to the foreground of most of his films, whether the setting
was a medieval plague (The Seventh Seal), upper-class family
activity in early twentieth century Uppsala (Fanny and
Alexander) or contemporary alienation (The Silence). His
female characters are usually more in touch with their
sexuality than the men, and unafraid to proclaim it,
sometimes with breathtaking overtness (e.g., Cries and
Whispers) as would define the work of "the conjurer," as
Bergman called himself in a 1960 Time Magazine cover story.
Art House
 Is the result of filmmaking which is typically a serious,
independent film aimed at a niche market rather than a mass
market audience. Film critics and film studies scholars typically
define an "art film" using a " of films and those formal
qualities that mark them as different from mainstream
Hollywood films", which includes, among other elements: a
social realism style; an emphasis on the authorial expressivity
of the director; and a focus on the thoughts and dreams of
characters, rather than presenting a clear, goal-driven story.
Film scholar David Bordwell claims that "art cinema itself is a
film genre, with its own distinct conventions.“
 Art house directors like Ingmar Bergman are referred to as
auteurs because in art house the director makes all the artistic
 Bordwell states that "...the art cinema motivates its
narrative by two principles: realism and authorial
expressivity." Art films deviate from the mainstream,
"classical" norms of filmmaking in that they typically
deal with more episodic narrative structures with a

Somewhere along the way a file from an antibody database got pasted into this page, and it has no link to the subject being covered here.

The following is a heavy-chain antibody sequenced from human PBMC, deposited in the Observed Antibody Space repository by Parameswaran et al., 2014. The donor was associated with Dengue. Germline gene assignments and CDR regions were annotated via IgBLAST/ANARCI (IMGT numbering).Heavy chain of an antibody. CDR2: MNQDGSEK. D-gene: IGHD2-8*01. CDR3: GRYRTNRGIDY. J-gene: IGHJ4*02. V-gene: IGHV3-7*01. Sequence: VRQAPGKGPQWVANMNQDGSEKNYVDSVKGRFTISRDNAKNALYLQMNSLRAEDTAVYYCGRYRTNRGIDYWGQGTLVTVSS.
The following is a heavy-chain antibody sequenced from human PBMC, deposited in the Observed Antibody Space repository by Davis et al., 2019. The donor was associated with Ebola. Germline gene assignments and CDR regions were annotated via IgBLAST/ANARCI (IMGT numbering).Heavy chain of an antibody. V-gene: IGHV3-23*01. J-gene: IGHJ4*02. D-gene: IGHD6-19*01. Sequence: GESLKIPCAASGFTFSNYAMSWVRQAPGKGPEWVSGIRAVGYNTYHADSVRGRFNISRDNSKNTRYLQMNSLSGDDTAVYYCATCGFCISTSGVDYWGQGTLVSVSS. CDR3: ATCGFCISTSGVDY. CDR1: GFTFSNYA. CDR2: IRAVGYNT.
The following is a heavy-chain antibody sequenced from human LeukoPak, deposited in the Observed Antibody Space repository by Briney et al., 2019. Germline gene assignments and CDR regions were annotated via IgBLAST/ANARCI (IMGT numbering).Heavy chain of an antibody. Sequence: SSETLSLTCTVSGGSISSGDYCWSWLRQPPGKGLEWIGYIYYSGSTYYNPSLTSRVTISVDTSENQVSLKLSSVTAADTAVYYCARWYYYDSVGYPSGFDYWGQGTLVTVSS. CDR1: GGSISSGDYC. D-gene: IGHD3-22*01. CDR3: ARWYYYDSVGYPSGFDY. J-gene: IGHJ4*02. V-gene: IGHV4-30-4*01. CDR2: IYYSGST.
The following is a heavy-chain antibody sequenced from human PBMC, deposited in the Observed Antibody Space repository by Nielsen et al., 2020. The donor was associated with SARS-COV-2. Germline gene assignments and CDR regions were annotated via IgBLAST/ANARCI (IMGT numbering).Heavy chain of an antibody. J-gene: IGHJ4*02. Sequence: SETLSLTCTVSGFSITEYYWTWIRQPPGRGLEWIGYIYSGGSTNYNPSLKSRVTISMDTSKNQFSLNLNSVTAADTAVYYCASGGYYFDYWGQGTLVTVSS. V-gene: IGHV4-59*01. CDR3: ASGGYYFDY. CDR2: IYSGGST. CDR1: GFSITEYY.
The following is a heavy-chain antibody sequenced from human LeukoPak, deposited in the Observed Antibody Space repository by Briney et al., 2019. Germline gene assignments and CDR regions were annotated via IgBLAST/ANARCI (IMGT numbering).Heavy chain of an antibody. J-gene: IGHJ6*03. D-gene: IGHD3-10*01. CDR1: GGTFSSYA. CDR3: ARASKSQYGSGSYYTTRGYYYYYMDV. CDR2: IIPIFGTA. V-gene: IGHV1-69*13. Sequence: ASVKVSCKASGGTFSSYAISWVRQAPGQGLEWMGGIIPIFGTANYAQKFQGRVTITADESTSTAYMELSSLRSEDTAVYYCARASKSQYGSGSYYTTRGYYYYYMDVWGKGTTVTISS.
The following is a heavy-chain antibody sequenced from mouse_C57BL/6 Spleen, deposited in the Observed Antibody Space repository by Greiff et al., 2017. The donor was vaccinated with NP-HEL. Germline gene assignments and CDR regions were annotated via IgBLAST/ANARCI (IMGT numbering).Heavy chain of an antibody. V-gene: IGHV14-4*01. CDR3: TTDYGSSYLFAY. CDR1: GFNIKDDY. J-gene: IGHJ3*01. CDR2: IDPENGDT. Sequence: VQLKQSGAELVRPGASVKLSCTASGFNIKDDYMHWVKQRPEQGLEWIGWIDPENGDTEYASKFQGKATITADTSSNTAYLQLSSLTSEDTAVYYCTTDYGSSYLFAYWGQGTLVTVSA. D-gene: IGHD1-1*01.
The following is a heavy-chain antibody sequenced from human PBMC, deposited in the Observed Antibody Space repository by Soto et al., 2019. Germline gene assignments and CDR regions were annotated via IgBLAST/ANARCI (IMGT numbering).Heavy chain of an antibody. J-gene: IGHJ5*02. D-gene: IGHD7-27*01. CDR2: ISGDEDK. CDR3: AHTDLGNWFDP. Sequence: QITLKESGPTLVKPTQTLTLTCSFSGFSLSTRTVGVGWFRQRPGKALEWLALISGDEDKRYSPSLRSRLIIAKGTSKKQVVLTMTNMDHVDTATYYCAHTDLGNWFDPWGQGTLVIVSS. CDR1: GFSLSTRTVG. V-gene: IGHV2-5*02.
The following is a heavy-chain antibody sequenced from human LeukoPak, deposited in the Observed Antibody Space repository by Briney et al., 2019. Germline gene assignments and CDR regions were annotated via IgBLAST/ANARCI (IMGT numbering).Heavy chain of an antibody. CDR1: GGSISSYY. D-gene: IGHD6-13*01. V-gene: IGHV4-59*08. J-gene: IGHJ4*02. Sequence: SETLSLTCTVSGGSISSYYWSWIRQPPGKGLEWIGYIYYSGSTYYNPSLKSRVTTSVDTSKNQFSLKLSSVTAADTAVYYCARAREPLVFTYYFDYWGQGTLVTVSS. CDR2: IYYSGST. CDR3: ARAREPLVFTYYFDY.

"...loosening of the chain of cause and effect". As
well, art films often deal with an inner drama that
takes place in a character's psyche, such as
psychological issues dealing with individual
identity, transgressive sexual or social issues, moral
dilemmas, or personal crises.
Some Art house
 Francois Truffaut
 Federico Fellini
 Jean-Luc Godard
 Ingmar Bergman
 Andrey Tarkovskiy
 Vittorio de Sica
 Akira Kurosawa
Wild Strawberries
 Wild Strawberries is a 1957 Swedish film written and
directed by Ingmar Bergman, about an old man recalling
his past. The original Swedish title is Smultronstället,
which literally means "the wild strawberry patch", but
idiomatically means an underrated gem of a place, often
with personal or sentimental value.
 Bergman wrote the screenplay while hospitalized.
Because it tackles difficult questions about life, and
thought-provoking themes such as self-discovery and
human existence, the film is often considered to be one of
Bergman's most emotional, funniest, and best films.
 Grouchy, stubborn, and egotistical Professor Isak Borg is a
widowed 78-year-old physician who specialized in
bacteriology. Before specializing he served as general
practitioner in rural Sweden. He sets out on a long car ride from
Stockholm to Lund to be awarded the degree of Doctor Jubilaris
50 years after he received his doctorate from Lund University.
He is accompanied by his pregnant daughter-in-law Marianne,
who does not much like her father-in-law and is planning to
separate from her husband, Evald, Isak's only son.
 During the trip, Isak is forced by nightmares, daydreams, his
old age, and his impending death to reevaluate his life. He
meets a series of hitchhikers, each of whom set off dreams or
reveries into Borg's troubled past.